The BBC reports on the irony of the Scorpion being so inexpensive and workable but on one is buying.
Two US fighter jets were due to make their international debuts this week at the year’s most important aerospace event, the Farnborough Airshow. At the moment, only one of them is here.
The F-35 Lightning II may be the world’s most expensive, most advanced military jet programme, but it was a cheap and cheerful budget aircraft that managed the trans-Atlantic crossing to Farnborough.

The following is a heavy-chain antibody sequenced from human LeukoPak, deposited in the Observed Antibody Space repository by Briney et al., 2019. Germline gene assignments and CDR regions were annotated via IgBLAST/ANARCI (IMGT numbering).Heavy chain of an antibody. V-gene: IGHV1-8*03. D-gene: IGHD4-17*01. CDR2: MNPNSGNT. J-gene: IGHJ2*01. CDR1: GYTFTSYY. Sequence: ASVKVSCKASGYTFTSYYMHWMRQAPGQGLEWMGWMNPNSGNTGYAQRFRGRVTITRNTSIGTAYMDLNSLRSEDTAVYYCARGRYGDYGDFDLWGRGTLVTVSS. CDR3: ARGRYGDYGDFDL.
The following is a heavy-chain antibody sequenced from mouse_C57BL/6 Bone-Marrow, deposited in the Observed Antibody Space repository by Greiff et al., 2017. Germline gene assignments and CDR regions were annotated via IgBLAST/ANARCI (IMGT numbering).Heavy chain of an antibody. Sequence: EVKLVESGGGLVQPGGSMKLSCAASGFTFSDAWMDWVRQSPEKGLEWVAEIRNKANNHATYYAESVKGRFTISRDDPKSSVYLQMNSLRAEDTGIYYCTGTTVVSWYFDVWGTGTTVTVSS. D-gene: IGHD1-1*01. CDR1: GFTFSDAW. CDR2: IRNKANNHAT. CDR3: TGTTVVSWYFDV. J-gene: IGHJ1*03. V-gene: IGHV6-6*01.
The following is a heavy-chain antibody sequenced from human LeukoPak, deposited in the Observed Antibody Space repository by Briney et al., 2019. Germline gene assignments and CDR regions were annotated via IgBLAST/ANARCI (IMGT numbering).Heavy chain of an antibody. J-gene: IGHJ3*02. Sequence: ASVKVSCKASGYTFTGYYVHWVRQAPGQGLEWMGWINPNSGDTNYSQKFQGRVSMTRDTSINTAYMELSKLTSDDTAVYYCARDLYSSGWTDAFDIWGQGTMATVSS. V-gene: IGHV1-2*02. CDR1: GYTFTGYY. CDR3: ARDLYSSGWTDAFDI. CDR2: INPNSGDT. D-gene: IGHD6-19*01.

The Scorpion costs about $20m (£12m) a throw, is built from off-the-shelf components, and went from drawing board to first flight in 23 months.
The F-35 Lightning, conceived in the early 1990s and costing about $157m, is still in the US while engineers figure out what caused a fire that has grounded the entire fleet.
OK, making comparisons is unfair; the Scorpion and F-35 are lightyears apart in specification and functionality. But it is still slightly ironic.